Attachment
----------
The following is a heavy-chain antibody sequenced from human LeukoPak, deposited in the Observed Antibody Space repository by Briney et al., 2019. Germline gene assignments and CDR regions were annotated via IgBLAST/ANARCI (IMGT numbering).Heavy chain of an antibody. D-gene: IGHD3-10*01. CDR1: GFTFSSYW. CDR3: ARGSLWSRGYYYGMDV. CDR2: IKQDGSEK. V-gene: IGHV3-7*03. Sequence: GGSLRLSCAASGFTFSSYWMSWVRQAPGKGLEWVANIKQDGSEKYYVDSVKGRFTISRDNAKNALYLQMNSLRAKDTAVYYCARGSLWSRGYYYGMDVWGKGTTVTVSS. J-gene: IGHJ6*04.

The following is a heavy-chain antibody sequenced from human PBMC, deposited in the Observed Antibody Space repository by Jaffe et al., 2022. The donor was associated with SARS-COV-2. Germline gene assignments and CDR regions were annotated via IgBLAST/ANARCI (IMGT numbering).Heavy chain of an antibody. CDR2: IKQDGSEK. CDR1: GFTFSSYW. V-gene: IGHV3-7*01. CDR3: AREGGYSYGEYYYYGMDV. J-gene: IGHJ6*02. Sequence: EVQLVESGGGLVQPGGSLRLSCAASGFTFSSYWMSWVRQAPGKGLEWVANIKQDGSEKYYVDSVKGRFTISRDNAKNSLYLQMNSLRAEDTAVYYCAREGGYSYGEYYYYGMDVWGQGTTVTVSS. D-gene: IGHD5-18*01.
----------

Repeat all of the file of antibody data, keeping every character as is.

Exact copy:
The following is a heavy-chain antibody sequenced from human LeukoPak, deposited in the Observed Antibody Space repository by Briney et al., 2019. Germline gene assignments and CDR regions were annotated via IgBLAST/ANARCI (IMGT numbering).Heavy chain of an antibody. D-gene: IGHD3-10*01. CDR1: GFTFSSYW. CDR3: ARGSLWSRGYYYGMDV. CDR2: IKQDGSEK. V-gene: IGHV3-7*03. Sequence: GGSLRLSCAASGFTFSSYWMSWVRQAPGKGLEWVANIKQDGSEKYYVDSVKGRFTISRDNAKNALYLQMNSLRAKDTAVYYCARGSLWSRGYYYGMDVWGKGTTVTVSS. J-gene: IGHJ6*04.

The following is a heavy-chain antibody sequenced from human PBMC, deposited in the Observed Antibody Space repository by Jaffe et al., 2022. The donor was associated with SARS-COV-2. Germline gene assignments and CDR regions were annotated via IgBLAST/ANARCI (IMGT numbering).Heavy chain of an antibody. CDR2: IKQDGSEK. CDR1: GFTFSSYW. V-gene: IGHV3-7*01. CDR3: AREGGYSYGEYYYYGMDV. J-gene: IGHJ6*02. Sequence: EVQLVESGGGLVQPGGSLRLSCAASGFTFSSYWMSWVRQAPGKGLEWVANIKQDGSEKYYVDSVKGRFTISRDNAKNSLYLQMNSLRAEDTAVYYCAREGGYSYGEYYYYGMDVWGQGTTVTVSS. D-gene: IGHD5-18*01.